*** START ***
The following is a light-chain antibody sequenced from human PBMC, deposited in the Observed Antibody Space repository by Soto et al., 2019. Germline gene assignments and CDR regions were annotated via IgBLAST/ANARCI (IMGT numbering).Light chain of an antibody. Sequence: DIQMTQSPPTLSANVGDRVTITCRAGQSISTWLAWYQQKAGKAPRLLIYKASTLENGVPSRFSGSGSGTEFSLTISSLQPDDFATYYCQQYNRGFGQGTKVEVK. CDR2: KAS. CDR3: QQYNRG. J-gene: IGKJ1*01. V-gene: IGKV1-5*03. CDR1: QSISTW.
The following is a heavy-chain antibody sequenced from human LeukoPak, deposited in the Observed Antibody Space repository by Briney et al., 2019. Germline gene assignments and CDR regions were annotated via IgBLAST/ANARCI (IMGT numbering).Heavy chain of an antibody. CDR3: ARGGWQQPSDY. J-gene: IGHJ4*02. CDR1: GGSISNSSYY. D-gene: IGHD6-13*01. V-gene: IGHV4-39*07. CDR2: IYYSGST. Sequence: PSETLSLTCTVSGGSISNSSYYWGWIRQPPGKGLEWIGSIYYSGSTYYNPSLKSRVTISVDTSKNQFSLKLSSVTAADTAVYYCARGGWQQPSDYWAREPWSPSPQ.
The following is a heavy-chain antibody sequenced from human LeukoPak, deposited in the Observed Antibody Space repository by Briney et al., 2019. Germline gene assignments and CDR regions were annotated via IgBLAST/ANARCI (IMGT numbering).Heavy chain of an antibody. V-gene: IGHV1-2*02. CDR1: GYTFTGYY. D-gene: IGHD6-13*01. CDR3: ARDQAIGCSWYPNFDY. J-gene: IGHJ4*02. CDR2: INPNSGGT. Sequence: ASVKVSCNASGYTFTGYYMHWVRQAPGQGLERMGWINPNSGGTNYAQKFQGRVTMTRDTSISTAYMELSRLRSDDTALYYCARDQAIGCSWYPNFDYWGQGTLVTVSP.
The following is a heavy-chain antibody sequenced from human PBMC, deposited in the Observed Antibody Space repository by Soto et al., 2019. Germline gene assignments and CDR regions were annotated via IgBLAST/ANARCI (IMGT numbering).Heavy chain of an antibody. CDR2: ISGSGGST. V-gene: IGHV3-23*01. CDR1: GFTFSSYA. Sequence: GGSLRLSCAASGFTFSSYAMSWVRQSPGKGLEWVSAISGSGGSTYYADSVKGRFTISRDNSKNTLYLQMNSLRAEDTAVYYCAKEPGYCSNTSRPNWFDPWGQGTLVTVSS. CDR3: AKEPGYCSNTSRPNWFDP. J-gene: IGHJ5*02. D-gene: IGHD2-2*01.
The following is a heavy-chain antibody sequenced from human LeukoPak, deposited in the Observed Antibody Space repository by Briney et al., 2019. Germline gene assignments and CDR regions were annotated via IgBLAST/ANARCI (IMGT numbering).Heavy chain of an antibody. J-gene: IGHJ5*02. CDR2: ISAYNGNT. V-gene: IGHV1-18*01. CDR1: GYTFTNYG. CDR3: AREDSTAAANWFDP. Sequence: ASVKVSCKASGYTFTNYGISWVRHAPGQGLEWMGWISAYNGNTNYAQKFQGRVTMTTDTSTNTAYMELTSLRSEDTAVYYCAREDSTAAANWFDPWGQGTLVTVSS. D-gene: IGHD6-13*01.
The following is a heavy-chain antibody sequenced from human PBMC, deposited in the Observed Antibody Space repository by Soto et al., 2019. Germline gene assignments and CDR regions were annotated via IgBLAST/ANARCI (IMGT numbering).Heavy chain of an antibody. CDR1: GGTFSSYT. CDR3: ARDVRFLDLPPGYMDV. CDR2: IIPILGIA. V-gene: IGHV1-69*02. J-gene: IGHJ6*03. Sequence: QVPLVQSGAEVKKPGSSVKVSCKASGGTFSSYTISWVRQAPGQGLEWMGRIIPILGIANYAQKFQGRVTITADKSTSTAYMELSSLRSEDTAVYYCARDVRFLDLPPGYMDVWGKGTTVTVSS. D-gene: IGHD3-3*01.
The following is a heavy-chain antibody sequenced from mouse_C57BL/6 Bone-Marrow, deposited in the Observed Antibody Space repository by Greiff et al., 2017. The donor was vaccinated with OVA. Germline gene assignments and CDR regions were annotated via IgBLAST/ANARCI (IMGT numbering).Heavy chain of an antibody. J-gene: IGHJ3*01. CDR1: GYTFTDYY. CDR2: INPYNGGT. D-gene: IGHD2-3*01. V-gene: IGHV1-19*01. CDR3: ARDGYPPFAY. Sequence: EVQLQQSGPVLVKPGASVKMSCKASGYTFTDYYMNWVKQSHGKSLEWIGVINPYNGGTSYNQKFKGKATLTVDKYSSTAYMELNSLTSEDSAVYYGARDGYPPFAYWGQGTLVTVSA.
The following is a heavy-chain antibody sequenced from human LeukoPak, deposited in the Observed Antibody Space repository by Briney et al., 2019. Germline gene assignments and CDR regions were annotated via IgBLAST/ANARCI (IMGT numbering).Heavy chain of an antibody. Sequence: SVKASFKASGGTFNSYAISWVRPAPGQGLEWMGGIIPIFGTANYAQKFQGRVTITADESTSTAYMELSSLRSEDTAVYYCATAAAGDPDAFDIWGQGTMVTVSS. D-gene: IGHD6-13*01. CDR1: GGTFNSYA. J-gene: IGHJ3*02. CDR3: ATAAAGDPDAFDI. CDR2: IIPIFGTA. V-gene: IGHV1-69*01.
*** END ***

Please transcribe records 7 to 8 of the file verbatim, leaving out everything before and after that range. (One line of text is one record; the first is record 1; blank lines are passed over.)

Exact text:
The following is a heavy-chain antibody sequenced from mouse_C57BL/6 Bone-Marrow, deposited in the Observed Antibody Space repository by Greiff et al., 2017. The donor was vaccinated with OVA. Germline gene assignments and CDR regions were annotated via IgBLAST/ANARCI (IMGT numbering).Heavy chain of an antibody. J-gene: IGHJ3*01. CDR1: GYTFTDYY. CDR2: INPYNGGT. D-gene: IGHD2-3*01. V-gene: IGHV1-19*01. CDR3: ARDGYPPFAY. Sequence: EVQLQQSGPVLVKPGASVKMSCKASGYTFTDYYMNWVKQSHGKSLEWIGVINPYNGGTSYNQKFKGKATLTVDKYSSTAYMELNSLTSEDSAVYYGARDGYPPFAYWGQGTLVTVSA.
The following is a heavy-chain antibody sequenced from human LeukoPak, deposited in the Observed Antibody Space repository by Briney et al., 2019. Germline gene assignments and CDR regions were annotated via IgBLAST/ANARCI (IMGT numbering).Heavy chain of an antibody. Sequence: SVKASFKASGGTFNSYAISWVRPAPGQGLEWMGGIIPIFGTANYAQKFQGRVTITADESTSTAYMELSSLRSEDTAVYYCATAAAGDPDAFDIWGQGTMVTVSS. D-gene: IGHD6-13*01. CDR1: GGTFNSYA. J-gene: IGHJ3*02. CDR3: ATAAAGDPDAFDI. CDR2: IIPIFGTA. V-gene: IGHV1-69*01.